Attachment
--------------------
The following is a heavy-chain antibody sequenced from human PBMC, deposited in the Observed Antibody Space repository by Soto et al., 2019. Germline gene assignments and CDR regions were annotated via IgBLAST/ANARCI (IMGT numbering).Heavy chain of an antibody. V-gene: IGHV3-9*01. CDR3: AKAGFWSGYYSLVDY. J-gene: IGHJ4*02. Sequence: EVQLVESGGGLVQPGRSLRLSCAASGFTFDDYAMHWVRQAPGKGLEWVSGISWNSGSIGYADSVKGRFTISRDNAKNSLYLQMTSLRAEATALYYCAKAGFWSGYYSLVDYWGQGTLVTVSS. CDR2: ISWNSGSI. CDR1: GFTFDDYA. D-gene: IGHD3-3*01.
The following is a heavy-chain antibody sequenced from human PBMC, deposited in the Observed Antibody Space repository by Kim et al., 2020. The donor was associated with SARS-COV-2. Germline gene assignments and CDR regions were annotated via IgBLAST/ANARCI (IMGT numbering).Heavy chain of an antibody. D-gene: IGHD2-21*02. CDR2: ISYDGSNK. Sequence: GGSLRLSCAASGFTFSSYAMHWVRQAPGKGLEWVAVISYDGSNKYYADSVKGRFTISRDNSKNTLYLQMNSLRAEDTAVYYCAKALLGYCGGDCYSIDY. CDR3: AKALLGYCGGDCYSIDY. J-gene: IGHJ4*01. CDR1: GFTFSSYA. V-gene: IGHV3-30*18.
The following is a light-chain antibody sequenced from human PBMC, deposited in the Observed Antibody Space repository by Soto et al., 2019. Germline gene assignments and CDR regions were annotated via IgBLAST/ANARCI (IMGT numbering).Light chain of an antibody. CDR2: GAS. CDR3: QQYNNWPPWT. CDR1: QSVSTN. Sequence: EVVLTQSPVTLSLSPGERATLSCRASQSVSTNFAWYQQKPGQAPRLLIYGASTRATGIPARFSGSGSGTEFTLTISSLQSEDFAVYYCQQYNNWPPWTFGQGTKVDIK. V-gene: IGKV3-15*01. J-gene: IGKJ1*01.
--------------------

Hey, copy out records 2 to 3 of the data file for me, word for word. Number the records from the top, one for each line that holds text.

The following is a heavy-chain antibody sequenced from human PBMC, deposited in the Observed Antibody Space repository by Kim et al., 2020. The donor was associated with SARS-COV-2. Germline gene assignments and CDR regions were annotated via IgBLAST/ANARCI (IMGT numbering).Heavy chain of an antibody. D-gene: IGHD2-21*02. CDR2: ISYDGSNK. Sequence: GGSLRLSCAASGFTFSSYAMHWVRQAPGKGLEWVAVISYDGSNKYYADSVKGRFTISRDNSKNTLYLQMNSLRAEDTAVYYCAKALLGYCGGDCYSIDY. CDR3: AKALLGYCGGDCYSIDY. J-gene: IGHJ4*01. CDR1: GFTFSSYA. V-gene: IGHV3-30*18.
The following is a light-chain antibody sequenced from human PBMC, deposited in the Observed Antibody Space repository by Soto et al., 2019. Germline gene assignments and CDR regions were annotated via IgBLAST/ANARCI (IMGT numbering).Light chain of an antibody. CDR2: GAS. CDR3: QQYNNWPPWT. CDR1: QSVSTN. Sequence: EVVLTQSPVTLSLSPGERATLSCRASQSVSTNFAWYQQKPGQAPRLLIYGASTRATGIPARFSGSGSGTEFTLTISSLQSEDFAVYYCQQYNNWPPWTFGQGTKVDIK. V-gene: IGKV3-15*01. J-gene: IGKJ1*01.